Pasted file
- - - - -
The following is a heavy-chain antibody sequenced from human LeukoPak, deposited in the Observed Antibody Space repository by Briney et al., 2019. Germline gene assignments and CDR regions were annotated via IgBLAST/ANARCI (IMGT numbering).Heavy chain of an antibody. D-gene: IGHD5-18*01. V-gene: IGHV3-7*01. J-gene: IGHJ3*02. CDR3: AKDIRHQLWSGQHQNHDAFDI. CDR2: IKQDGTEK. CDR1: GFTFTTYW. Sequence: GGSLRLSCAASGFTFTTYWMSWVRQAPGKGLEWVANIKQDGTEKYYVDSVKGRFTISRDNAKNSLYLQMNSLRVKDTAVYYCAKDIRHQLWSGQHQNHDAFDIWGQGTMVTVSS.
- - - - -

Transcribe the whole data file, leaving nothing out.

The following is a heavy-chain antibody sequenced from human LeukoPak, deposited in the Observed Antibody Space repository by Briney et al., 2019. Germline gene assignments and CDR regions were annotated via IgBLAST/ANARCI (IMGT numbering).Heavy chain of an antibody. D-gene: IGHD5-18*01. V-gene: IGHV3-7*01. J-gene: IGHJ3*02. CDR3: AKDIRHQLWSGQHQNHDAFDI. CDR2: IKQDGTEK. CDR1: GFTFTTYW. Sequence: GGSLRLSCAASGFTFTTYWMSWVRQAPGKGLEWVANIKQDGTEKYYVDSVKGRFTISRDNAKNSLYLQMNSLRVKDTAVYYCAKDIRHQLWSGQHQNHDAFDIWGQGTMVTVSS.